As the prevalence of the COVID-19 Delta variant and consequential lockdowns continue to have a devastating impact on Australian businesses, employers are asking whether it is possible to mandate the implementation of COVID-19 vaccines in their workplaces to protect their employees and safeguard ongoing business operations.
SPC became the first Australian Company to mandate vaccinations for all its 450 onsite staff and visitors with other major Australian companies such as Qantas, Telstra, Westpac and BHP following suit in recent weeks.
SPC staff were given until the 15 September 2021 to book their first dose of the vaccination or risk being barred from ongoing on-site work. SPC took the view that mandatory vaccinations were lawful and reasonable having regard to the Work Health and Safety (WHS) obligations of the company and its status as an ‘essential service’. An investigation by Work Safe Victoria earlier this month exonerated SPC from any wrongdoing, confirming that the issued direction on mandatory vaccinations was made in accordance with the company’s relevant work, health and safety obligations.
Can employers mandate employee vaccinations?
Employers have an obligation under model WHS laws to ensure so far as reasonably practicable the health and safety of their workers. This responsibility includes taking reasonable steps to minimise the risks of exposure to COVID-19 in the workplace. As such, employees have a duty to comply with their employer’s lawful and reasonable directions, which may include a mandate for vaccinations as a condition of work.
For a direction to be lawful, it must comply with any employment contract, award or agreement in place as well as any Commonwealth, state or territory law that applies including anti-discrimination law and privacy laws. The reasonableness of a mandatory vaccination initiative in a respective workplace will vary with regard to the ‘tier’ of work being performed and the likely risk of exposure to COVID-19.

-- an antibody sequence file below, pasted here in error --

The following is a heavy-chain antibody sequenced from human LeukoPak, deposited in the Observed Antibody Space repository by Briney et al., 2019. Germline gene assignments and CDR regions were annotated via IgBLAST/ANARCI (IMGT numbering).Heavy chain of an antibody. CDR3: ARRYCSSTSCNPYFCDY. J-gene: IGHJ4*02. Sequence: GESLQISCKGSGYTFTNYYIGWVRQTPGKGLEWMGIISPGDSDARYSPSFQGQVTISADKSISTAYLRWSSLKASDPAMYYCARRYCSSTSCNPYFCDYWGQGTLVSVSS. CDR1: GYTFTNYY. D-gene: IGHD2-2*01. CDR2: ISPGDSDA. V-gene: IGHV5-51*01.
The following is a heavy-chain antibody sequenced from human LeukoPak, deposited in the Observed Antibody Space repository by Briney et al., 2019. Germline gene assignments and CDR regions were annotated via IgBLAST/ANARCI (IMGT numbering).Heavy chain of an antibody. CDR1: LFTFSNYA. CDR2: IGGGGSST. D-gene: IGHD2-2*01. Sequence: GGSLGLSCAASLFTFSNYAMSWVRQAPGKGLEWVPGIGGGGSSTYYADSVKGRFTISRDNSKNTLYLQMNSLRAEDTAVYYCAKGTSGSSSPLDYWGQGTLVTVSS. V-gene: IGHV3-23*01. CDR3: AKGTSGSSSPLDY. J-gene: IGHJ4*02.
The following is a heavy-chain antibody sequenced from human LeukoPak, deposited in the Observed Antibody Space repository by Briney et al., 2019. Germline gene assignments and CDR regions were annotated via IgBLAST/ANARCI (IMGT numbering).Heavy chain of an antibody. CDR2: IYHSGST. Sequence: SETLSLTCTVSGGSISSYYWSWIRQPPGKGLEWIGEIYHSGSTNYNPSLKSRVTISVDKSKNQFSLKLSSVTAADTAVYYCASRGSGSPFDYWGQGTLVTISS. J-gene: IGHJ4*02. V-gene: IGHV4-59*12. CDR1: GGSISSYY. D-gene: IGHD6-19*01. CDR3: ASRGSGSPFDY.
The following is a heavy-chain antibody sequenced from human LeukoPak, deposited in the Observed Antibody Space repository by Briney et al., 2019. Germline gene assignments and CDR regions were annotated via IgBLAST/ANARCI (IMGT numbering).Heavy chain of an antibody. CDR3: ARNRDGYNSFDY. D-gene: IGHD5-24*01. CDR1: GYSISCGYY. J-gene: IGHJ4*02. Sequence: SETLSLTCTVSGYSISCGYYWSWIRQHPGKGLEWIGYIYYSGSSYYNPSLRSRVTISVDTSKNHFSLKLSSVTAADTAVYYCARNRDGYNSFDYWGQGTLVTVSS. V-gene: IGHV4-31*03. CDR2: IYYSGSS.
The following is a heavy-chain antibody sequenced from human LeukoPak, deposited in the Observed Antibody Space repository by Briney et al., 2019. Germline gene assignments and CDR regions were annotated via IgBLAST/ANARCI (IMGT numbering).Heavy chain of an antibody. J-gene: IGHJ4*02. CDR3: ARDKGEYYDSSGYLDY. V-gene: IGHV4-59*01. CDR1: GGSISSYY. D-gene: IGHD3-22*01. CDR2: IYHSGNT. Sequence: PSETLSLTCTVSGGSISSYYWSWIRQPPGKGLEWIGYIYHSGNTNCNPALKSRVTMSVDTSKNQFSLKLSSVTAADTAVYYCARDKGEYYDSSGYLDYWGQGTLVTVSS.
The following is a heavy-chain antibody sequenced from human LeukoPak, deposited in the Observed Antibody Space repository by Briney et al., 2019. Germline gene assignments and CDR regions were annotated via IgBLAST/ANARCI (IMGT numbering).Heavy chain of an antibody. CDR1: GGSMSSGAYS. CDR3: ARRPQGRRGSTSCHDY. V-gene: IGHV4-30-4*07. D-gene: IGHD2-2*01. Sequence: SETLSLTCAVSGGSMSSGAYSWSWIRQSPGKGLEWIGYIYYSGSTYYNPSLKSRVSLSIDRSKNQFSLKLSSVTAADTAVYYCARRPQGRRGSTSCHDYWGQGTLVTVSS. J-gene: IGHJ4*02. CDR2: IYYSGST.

The Fair Work Ombudsman recently confirmed that there is a four-tier system to determining the circumstances where it would be lawful and reasonable to mandate vaccinations for key industries:
- Tier 1 Employees are in direct threat of interacting with people at increased risk of being infected with the coronavirus such as hotel quarantine workers or border control workers
- Tier 2 Employees are required to have close contact with people who are particularly vulnerable to the health impacts of coronavirus, such as medical professionals and aged care workers
- Tier 3 Where there is an increased likelihood of employees interacting with customers, clients, or the general public during the course of employment, such as customer or client related employment
- Tier 4 Employees have minimal face-to-face interaction as part of their normal employment duties, such as working from home
The first two tiers are covered by most public health orders which mandate vaccinations for employees in these high-risk settings. The employers that fall within the Tier 3 category are required to assess whether introducing a mandatory vaccination policy to their employees will be lawful and reasonable in their specific circumstances, having regard to the risk of transmission within the workplace.
What does this mean for your Business?
In light of SPC’s recent directions to its employees and the increased strain that COVID-19 continues to place on Australian businesses generally, employers may now wish to consider whether a mandated vaccination policy is necessary and appropriate for their workplace.
Mellor Olsson strongly encourages businesses to undertake risk assessments to determine whether mandating COVID-19 vaccinations in the workplace would be a reasonably practicable measure to ensure ongoing workplace safety. If your business reasonably believes that such a control measure is necessary to protect to the health and safety of your employees, it should actively consult with employees to determine whether such control measures should be implemented and whether the circumstances of the business require the implementation of such a measure.
Once a risk assessment has been undertaken and you have identified whether your business has any vulnerable workers, having regard to the four tiers and the legal consequences of employment, privacy and anti-discrimination laws, it may be appropriate to issue a lawful and reasonable direction in respect to mandatory vaccinations.
If you would like assistance with reviewing the lawfulness and reasonableness of introducing such workplace vaccination policies for your business and your duties under relevant WHS laws, please contact our Employment and Workplace Team.